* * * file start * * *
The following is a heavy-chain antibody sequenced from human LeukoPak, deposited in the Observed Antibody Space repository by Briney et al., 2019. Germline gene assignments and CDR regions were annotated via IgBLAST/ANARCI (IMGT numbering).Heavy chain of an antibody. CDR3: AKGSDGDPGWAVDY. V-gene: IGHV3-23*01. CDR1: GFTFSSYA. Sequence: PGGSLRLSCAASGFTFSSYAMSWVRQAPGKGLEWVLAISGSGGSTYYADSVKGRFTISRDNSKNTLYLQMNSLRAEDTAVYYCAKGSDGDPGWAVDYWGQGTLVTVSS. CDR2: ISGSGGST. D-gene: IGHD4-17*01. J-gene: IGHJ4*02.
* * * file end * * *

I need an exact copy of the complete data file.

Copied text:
The following is a heavy-chain antibody sequenced from human LeukoPak, deposited in the Observed Antibody Space repository by Briney et al., 2019. Germline gene assignments and CDR regions were annotated via IgBLAST/ANARCI (IMGT numbering).Heavy chain of an antibody. CDR3: AKGSDGDPGWAVDY. V-gene: IGHV3-23*01. CDR1: GFTFSSYA. Sequence: PGGSLRLSCAASGFTFSSYAMSWVRQAPGKGLEWVLAISGSGGSTYYADSVKGRFTISRDNSKNTLYLQMNSLRAEDTAVYYCAKGSDGDPGWAVDYWGQGTLVTVSS. CDR2: ISGSGGST. D-gene: IGHD4-17*01. J-gene: IGHJ4*02.